NATO Secretary General Anders Fogh Rasmussen says Syrian government forces are continuing to fire short-range ballistic missiles at rebel fighters, according to BBC News.
A NATO source told the Reuters news agency that surveillance had detected multiple launches of "Scud-type missiles" on Thursday morning.
Rasmussen said it was the "act of a desperate regime approaching collapse".
Last week, NATO and the U.S. said more than six missiles had been fired from the Damascus area into northern Syria. However, the Syrian foreign ministry strongly denied using such weapons.
The military is believed to have access to a range of artillery rockets and medium-range missiles, some capable of carrying chemical weapons. These include the Soviet-designed SS-21 Scarab and Scud-B missiles.
Speaking to reporters in Brussels on Friday, Dec 21, Rasmussen confirmed NATO and its allies had detected new launches of Scud-type missiles.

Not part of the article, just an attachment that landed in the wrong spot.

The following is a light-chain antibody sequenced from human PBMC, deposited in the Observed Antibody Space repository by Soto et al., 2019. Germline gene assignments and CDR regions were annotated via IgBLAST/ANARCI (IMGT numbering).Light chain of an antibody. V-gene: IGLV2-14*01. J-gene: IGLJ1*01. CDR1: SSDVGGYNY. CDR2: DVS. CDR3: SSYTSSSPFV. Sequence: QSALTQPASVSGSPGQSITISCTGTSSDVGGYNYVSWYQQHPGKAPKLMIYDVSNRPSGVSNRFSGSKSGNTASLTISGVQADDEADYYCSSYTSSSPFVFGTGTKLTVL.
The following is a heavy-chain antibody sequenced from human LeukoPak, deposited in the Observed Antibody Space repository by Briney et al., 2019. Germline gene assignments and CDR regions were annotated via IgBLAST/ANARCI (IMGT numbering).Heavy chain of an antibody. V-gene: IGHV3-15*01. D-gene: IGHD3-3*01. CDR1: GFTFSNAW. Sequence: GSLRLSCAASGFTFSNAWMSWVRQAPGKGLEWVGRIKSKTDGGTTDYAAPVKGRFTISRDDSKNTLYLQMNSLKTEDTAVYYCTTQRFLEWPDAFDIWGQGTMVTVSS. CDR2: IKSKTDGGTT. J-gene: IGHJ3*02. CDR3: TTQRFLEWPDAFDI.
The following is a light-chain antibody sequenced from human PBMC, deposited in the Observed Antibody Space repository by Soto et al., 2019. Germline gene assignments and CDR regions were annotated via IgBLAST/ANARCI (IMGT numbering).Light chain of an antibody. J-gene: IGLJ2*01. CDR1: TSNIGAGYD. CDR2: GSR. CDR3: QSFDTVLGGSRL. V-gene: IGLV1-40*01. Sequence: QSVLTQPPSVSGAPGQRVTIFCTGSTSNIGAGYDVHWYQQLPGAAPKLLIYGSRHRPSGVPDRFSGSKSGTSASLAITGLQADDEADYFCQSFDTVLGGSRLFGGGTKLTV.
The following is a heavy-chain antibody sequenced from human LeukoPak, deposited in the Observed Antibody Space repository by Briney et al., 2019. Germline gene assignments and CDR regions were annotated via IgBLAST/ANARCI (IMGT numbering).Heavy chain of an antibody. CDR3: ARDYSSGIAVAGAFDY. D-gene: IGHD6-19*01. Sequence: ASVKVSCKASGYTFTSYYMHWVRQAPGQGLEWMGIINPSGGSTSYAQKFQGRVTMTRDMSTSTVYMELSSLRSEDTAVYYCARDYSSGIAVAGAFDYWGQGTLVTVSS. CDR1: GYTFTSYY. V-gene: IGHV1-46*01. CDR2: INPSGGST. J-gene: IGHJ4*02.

"We strongly regret that act," he said. "I consider it an act of a desperate regime approaching collapse."
"The fact that such missiles are used in Syria emphasizes the need for effective defense and protection of our ally Turkey," he added, referring to NATO's decision to deploy several Patriot missile batteries along the country's southern border with Syria.
On Thursday evening, U.S. officials also said forces loyal to President Bashar al-Assad had resumed firing ballistic missiles against rebel positions in recent days.
They said there was no indication that the missiles were armed with chemical weapons and had no information on any casualties.
Contacts inside Syria told the paper that one attack had taken place on Thursday near Maara, a town in a rebel-held area north of Aleppo, near Turkey. The missile reportedly missed its target and no-one was hurt.